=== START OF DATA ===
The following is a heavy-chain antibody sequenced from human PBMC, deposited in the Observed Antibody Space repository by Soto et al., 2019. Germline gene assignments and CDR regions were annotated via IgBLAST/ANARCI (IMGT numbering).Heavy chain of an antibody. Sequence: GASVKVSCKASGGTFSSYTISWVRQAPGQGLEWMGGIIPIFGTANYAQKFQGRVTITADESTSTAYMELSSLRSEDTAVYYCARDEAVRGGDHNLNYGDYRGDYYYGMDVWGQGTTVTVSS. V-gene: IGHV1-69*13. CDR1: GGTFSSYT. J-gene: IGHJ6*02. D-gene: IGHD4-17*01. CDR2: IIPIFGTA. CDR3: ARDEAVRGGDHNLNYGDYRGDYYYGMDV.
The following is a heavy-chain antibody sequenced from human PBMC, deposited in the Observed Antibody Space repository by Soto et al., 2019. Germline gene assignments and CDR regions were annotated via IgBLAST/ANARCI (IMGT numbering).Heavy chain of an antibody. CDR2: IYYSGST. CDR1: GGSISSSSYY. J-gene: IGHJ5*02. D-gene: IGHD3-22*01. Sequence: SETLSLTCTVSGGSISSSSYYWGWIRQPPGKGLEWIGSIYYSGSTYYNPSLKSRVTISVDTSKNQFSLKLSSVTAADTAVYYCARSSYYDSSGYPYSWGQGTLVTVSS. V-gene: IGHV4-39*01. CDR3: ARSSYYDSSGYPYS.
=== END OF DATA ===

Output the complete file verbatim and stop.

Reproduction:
The following is a heavy-chain antibody sequenced from human PBMC, deposited in the Observed Antibody Space repository by Soto et al., 2019. Germline gene assignments and CDR regions were annotated via IgBLAST/ANARCI (IMGT numbering).Heavy chain of an antibody. Sequence: GASVKVSCKASGGTFSSYTISWVRQAPGQGLEWMGGIIPIFGTANYAQKFQGRVTITADESTSTAYMELSSLRSEDTAVYYCARDEAVRGGDHNLNYGDYRGDYYYGMDVWGQGTTVTVSS. V-gene: IGHV1-69*13. CDR1: GGTFSSYT. J-gene: IGHJ6*02. D-gene: IGHD4-17*01. CDR2: IIPIFGTA. CDR3: ARDEAVRGGDHNLNYGDYRGDYYYGMDV.
The following is a heavy-chain antibody sequenced from human PBMC, deposited in the Observed Antibody Space repository by Soto et al., 2019. Germline gene assignments and CDR regions were annotated via IgBLAST/ANARCI (IMGT numbering).Heavy chain of an antibody. CDR2: IYYSGST. CDR1: GGSISSSSYY. J-gene: IGHJ5*02. D-gene: IGHD3-22*01. Sequence: SETLSLTCTVSGGSISSSSYYWGWIRQPPGKGLEWIGSIYYSGSTYYNPSLKSRVTISVDTSKNQFSLKLSSVTAADTAVYYCARSSYYDSSGYPYSWGQGTLVTVSS. V-gene: IGHV4-39*01. CDR3: ARSSYYDSSGYPYS.